To vaccinate or not to vaccinate? That's the question that keeps coming up. According to Patrick Knowles, MD, a primary care physician with HonorHealth Medical Group, there are several good reasons to vaccinate your kids, including:
- Helping save lives by preventing disease: 70 years ago, polio paralyzed or killed thousands. Today, there are no reports of polio in this country. That's because of the use of safe and effective vaccines.
- Contributing to the protection of your community: Recent measles and whooping cough outbreaks in both Arizona and the United States reflect declining immunization rates. Meaning, fewer protected children means that diseases spread to the broader community. So your decision to vaccinate affects not only the health of your child, but also your community. By immunizing your kids by age two, you can protect both your own child and those he comes in contact with. Children under five are especially susceptible to disease because their immune systems have not built up the necessary defenses to fight infection.
- Saving time and money: Vaccinations are usually covered by insurance; low-cost immunization programs also are available. The cost of not vaccinating means running the risk of vaccine-preventable diseases, which can result in disabilities, missed work, medical bills or require long-term disability care.
- Protecting future generations: Vaccines have reduced and, in some cases, eliminated many diseases that killed or severely disabled people a few generations ago. By continuing to vaccinate your children now, and vaccinating them completely, diseases currently affecting people may be eradicated in the future. For example, vaccines eradicated smallpox worldwide; kids no longer need that vaccine. And, by vaccinating children against rubella (German measles), the risk of pregnant women passing this virus on to the child they're carrying or a newborn has decreased dramatically.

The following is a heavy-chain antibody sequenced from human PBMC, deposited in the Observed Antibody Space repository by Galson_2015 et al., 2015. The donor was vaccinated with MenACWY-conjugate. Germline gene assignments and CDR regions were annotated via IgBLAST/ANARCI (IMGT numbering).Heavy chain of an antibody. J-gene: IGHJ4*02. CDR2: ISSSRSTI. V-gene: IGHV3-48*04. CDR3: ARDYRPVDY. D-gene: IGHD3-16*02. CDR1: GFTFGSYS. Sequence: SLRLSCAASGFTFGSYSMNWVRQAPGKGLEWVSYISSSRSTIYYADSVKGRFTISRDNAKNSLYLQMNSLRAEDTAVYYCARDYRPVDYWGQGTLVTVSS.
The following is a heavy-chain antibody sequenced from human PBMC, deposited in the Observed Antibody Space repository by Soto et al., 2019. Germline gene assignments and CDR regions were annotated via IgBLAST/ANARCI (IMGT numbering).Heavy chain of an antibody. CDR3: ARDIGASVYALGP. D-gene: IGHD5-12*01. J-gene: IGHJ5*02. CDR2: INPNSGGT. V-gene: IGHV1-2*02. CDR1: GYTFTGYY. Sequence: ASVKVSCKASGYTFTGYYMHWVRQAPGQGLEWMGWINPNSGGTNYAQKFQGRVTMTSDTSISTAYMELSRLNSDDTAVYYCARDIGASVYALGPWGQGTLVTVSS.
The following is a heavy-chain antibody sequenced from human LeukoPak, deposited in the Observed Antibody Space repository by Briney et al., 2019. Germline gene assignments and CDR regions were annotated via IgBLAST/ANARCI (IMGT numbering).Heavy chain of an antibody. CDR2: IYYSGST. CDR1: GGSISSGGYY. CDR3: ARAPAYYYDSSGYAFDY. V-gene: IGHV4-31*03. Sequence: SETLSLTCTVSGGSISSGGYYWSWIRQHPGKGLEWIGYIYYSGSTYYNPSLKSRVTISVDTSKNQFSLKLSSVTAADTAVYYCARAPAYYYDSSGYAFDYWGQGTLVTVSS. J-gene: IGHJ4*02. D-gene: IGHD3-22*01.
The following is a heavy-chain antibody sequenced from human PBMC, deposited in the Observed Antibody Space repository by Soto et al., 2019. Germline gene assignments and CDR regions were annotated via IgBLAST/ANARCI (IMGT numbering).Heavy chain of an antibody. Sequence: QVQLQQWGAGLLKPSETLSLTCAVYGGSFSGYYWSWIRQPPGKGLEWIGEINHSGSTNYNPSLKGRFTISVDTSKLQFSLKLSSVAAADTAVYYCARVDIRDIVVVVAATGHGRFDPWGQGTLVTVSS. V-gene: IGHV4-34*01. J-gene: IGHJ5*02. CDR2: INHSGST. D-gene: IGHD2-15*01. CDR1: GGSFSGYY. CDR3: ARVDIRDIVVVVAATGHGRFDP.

Science has worked long and hard to ensure that vaccines are safe. Although fevers can occur post-vaccination as well as tenderness and redness around the injection site, severe allergic reactions are rare. When it comes to almost all children, the benefits of being immunized against disease outweigh than the possible side effects.
Questions? Concerns? Ask your child's doctor for advice.